I’ve been reviewing Orient watches for nearly 15 years now, and this reference RE-AY0107N is among the fanciest models I have seen from the Japanese brand. The back of the watch says “Epson” on it, which is the same parent entity that owns Seiko watches. It is not correct to say Orient is a sub-brand of Seiko, but rather both brands are part of the same group, Orient being acquired by them a few years ago. Orient is another traditional Japanese watchmaker that produces in-house components such as movements.
Orient Star represents the brand’s higher-end watches next to the more mainstream Orient-labeled models. Orient watches are typically a few hundred dollars in price and Orient Star seems to be in the just over $1,000 segment, for the most part. The last Orient Star watch I reviewed was about a year ago and represented a totally different model with the Orient Star Diver’s 200m watch. Today I look at the dressier and more visually playful Orient Star reference RE-AY0107N, which has the unassuming generic name of “Mechanical Classic Watch.” Unlike the Seiko community, it doesn’t appear that too many timepiece fans have given Orient models nicknames that help lend these nice watches a bit more personality. I invite you to do so.
The RE-AY0107N is part of the Orient Star “Classic” collection and was recently debuted as a high-end model to help celebrate the 70th anniversary of the Japanese brand. It contains the in-house-made “flagship” movement that is the caliber F7M62 automatic, which Orient fans will be keen to appreciate. The movement is both visually attractive and offers functionality that people have been wanting from Orient for a while. The automatic movement operates at 3Hz, offering 50 hours of power reserve. The movement features an “open heart” view of the regulation system along with what is probably the nicest decoration I’ve personally seen in an Orient movement — accordingly, the presentation is rather good. That said, there are some minor refinement issues such as some inconsistencies with the perlage polishing and some small points of glue on the automatic rotor where the decorated plate is attached to the under-rotor segment. In all, these are relatively minor issues and nothing to really worry about at this price point.
Functionally, the F7M62 movement does a lot. It begins with a three-central-hand display for the hours, minutes, and seconds. I really like the classic style of the hour and minute hands, which is both visually appealing and really nicely polished. Under 12 o’clock on the dial is a power reserve indicator. Above 6 o’clock on the face is a combination dial that points to the date and also — for perhaps the first time — a real moon phase indicator.
I mention this last point because, in the past, movements like this from Orient didn’t have moon phase indicators but rather simpler day/night indicators that had a disc that spun fully each 24 hours and functioned as an AM/PM indicator. Moon phase indication systems are a bit more complicated (though it’s really just a matter of gearing), and it is nice to see Orient finally engineer its movements with this popular enthusiast complication. The moon phase is adjusted using an inset pusher on the side of the case. The overall presentation of the movement and its features is impressive for Orient, and I think people accustomed to similar presentations in Swiss watches costing a bit more will be happy with what Orient has been able to accomplish here.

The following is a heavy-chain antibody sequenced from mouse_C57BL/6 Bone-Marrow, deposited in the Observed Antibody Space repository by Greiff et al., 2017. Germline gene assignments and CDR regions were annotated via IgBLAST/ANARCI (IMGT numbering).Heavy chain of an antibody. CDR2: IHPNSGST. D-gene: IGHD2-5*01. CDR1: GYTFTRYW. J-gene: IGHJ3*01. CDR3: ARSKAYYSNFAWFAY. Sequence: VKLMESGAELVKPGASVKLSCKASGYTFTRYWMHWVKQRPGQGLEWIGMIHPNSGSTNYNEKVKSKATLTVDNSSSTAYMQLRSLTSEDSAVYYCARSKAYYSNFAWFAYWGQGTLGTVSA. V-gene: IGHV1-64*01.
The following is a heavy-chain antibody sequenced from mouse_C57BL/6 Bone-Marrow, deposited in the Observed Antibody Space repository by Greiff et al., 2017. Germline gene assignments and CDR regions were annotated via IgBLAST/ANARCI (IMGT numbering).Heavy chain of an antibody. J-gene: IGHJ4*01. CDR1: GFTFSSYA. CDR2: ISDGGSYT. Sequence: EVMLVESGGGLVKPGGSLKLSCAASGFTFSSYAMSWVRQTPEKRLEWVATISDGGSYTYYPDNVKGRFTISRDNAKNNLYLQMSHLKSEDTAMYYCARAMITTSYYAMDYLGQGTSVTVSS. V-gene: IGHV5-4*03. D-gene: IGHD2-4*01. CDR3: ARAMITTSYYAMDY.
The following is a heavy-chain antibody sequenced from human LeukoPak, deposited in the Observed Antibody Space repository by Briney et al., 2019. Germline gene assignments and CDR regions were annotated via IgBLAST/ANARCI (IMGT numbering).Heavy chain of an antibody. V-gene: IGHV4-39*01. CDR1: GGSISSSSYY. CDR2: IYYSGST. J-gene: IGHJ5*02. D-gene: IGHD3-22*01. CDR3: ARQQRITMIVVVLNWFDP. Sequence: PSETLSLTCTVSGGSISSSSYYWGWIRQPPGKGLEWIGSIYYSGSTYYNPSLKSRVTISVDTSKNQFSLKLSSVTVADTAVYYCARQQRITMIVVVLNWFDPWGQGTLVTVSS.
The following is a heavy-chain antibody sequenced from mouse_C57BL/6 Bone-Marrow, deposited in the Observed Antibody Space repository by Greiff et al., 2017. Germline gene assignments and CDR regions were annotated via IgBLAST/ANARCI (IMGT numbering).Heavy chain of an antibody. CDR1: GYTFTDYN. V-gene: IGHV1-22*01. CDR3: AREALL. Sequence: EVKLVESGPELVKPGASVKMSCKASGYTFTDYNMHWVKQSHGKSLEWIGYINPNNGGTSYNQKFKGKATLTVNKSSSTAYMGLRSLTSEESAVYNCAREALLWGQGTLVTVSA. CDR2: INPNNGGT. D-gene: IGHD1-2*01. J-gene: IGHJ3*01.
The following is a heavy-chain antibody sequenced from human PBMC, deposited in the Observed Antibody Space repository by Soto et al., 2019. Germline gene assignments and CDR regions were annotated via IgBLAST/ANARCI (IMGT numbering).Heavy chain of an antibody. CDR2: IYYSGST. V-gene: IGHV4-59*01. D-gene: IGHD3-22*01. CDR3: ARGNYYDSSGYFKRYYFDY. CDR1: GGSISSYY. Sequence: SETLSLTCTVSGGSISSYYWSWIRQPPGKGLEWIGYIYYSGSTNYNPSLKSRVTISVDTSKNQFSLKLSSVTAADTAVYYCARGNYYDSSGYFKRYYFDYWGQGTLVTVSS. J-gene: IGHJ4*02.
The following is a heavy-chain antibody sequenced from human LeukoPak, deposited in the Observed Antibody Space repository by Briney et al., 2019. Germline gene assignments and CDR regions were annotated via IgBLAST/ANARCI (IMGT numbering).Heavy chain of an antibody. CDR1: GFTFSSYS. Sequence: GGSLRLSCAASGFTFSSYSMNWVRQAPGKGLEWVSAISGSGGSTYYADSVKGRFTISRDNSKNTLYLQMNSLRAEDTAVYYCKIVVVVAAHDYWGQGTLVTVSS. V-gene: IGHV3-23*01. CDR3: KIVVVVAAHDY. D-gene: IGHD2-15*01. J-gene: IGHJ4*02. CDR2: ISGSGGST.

The textured black dial has applied Roman numeral hour markers that, with the hands, provide excellent contrast for dial legibility. Orient offers the same “Classic” watch collection with both a white-colored dial (with different-shaped blued hands, as well as a blue mother-of-pearl dial that is probably rather nice. The polished steel case is 41mm-wide and about 14mm-thick with a 49mm lug-to-lug distance. The case is water-resistant to 50 meters and uses a nicely AR-coated sapphire crystal over the dial. Another sapphire crystal is placed on the rear of the case with a view to the automatic movement.
I like how the Orient Star Classic watch wears, although I do find it to be a bit on the thicker side if your objective is to wear it with a suit under sleeves. Nevertheless, the watch delivers on its promise to offer an elegant “classic” wristwatch-wearing experience. As is often the case, the strap paired with this Orient watch is not going to suit all wearing scenarios. The included 20mm-wide strap is shiny patent leather on an actually decent polished steel fold-over deployant clasp. While I suppose it is nice to have a glossy black leather strap for particular formal purposes (to match polished black leather shoes, for instance), I believe that a lot of wearers are going to want to replace the stock strap with something a bit more suitable to daily, non-formal wearing scenarios.
Similar to other Orient Star watches, distribution for these products is still quite limited, and getting them can be an adventure. You can get pretty much any Orient or Orient Star watch online from somewhere, but distribution is still a bit fragmented, and these watches are not widely available to everyone. That just makes them feel more interesting and a bit exclusive, which I think is a fine thing given that the Orient Star watches are still very much budget-priced.
Watch lovers on a budget or those who particularly admire Japanese wristwatch design and craft should take a long, hard look at Orient Star watches. The “Mechanical Classic” reference RE-AY0107N is a great option and shows where Orient’s finest fare is going. It includes one of its most impressive movements to date and represents an excellent value alternative to products from both other Japanese watch brands and competitors from Europe. Price for the Orient Star Mechanical Classic reference RE-AY0107N watch is $1,800 USD. Learn more at the Orient Watches website here.